Locusts contain multitudes. Though traditionally associated with Biblical plagues that destroy crops, it turns out that they could have a second career as remote-controlled cyborgs that sniff out explosives. This possibility is only slightly less terrifying. Image: Getty
Most animals have a better sense of smell than human, and dogs (and sometimes rats) have long been used to find bombs. Locusts have a few advantages over dogs: They're smaller, can fly to more inaccessible locations, are less likely to trigger an explosion and, let's be honest, are not nearly as cute and way less likely to make us feel guilty if they die during this mission. "It took only a few hundred milliseconds for the locust's brain to begin tracking a novel odour introduced in its surroundings," Baranidharan Raman, a professor of biomedical engineering at Washington University in St Louis, told the BBC.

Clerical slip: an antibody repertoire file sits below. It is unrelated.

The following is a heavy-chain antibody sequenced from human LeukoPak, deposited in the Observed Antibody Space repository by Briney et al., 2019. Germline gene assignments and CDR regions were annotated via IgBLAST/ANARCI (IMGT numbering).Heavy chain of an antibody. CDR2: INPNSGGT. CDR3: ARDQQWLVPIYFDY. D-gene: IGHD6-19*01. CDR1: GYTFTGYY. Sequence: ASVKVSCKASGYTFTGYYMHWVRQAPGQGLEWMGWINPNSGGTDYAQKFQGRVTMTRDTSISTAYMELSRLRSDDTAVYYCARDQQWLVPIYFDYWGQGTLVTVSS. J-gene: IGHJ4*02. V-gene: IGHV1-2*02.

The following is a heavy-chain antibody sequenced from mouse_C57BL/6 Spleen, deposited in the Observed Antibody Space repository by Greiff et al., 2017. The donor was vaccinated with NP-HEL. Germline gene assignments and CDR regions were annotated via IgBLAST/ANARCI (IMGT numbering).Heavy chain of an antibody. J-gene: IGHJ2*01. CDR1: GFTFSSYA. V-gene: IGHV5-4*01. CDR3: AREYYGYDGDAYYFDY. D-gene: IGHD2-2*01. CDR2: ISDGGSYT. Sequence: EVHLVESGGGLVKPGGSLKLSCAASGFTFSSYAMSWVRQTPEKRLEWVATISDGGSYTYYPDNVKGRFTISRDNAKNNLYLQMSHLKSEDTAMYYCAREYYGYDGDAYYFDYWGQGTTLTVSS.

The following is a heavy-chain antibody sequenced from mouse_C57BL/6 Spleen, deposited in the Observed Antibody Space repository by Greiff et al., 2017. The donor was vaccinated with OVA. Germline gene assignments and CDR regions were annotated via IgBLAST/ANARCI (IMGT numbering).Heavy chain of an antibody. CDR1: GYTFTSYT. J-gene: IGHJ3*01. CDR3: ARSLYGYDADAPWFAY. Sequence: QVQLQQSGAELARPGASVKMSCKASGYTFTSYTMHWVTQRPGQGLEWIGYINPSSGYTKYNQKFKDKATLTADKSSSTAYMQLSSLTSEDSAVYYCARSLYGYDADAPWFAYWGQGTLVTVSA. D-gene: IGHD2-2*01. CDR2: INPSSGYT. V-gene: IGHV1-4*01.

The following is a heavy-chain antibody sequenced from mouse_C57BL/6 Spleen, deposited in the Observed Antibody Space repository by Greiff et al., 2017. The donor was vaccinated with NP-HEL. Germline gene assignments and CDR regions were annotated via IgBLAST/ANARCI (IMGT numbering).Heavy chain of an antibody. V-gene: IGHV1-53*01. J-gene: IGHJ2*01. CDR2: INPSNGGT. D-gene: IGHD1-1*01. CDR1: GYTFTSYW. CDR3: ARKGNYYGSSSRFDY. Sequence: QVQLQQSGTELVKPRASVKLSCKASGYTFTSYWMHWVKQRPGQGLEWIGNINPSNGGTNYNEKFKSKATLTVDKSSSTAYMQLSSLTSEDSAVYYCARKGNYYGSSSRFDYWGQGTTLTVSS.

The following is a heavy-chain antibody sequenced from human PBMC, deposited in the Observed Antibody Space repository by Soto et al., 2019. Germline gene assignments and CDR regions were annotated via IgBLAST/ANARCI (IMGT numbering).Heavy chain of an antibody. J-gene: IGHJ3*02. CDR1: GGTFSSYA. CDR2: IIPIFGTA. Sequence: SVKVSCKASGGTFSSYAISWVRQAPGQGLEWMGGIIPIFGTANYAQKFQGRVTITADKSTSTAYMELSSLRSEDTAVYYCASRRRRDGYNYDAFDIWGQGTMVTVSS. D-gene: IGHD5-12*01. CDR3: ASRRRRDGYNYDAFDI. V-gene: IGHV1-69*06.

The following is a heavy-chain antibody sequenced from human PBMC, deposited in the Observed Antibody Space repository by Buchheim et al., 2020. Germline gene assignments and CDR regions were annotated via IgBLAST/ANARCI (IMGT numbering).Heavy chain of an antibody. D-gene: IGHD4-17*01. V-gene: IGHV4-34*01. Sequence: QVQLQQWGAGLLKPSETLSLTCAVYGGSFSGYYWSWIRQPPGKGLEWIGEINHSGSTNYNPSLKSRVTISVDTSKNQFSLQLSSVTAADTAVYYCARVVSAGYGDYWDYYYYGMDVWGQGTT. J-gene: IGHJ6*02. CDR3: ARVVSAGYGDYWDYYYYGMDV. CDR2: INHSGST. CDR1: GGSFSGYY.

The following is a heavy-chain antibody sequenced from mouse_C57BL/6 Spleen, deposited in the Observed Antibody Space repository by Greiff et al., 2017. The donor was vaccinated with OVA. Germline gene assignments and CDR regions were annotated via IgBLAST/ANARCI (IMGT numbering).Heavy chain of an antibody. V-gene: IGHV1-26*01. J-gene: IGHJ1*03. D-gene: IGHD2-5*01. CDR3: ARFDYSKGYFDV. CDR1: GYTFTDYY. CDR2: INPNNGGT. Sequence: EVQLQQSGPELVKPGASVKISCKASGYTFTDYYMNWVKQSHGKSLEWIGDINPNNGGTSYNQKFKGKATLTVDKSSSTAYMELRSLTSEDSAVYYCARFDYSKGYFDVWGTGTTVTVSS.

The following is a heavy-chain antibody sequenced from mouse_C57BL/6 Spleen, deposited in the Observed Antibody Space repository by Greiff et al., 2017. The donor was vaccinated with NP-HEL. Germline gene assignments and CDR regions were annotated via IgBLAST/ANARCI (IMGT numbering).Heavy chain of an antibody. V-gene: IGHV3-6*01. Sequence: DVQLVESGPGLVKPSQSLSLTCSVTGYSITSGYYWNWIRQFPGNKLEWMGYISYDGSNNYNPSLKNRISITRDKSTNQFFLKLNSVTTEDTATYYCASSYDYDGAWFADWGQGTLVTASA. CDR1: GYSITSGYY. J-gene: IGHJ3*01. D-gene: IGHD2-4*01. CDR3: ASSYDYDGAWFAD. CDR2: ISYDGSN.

So the Office of Naval Research awarded a $US750,000 ($1 million) grant to Raman to continue turning these bugs into defenders of safety. First, he's creating a silk nanomaterial "tattoo" that can be placed on a locust wing. This tattoo generates heat and a laser beam then controls the locust remotely by heating up the wing to move it closer or further away from an area. An onboard chip monitors neural signals, which are then sent wirelessly to the operator and turned into a simple LED: Red for yes, green for no. Raman hopes to have working cyborg locusts in two years.
Raman isn't the only one who has seen the potential of locusts. Israeli engineers created a 12cm robot locust that can jump 3m and scour disaster zones. If you really think about it, locusts are heroes.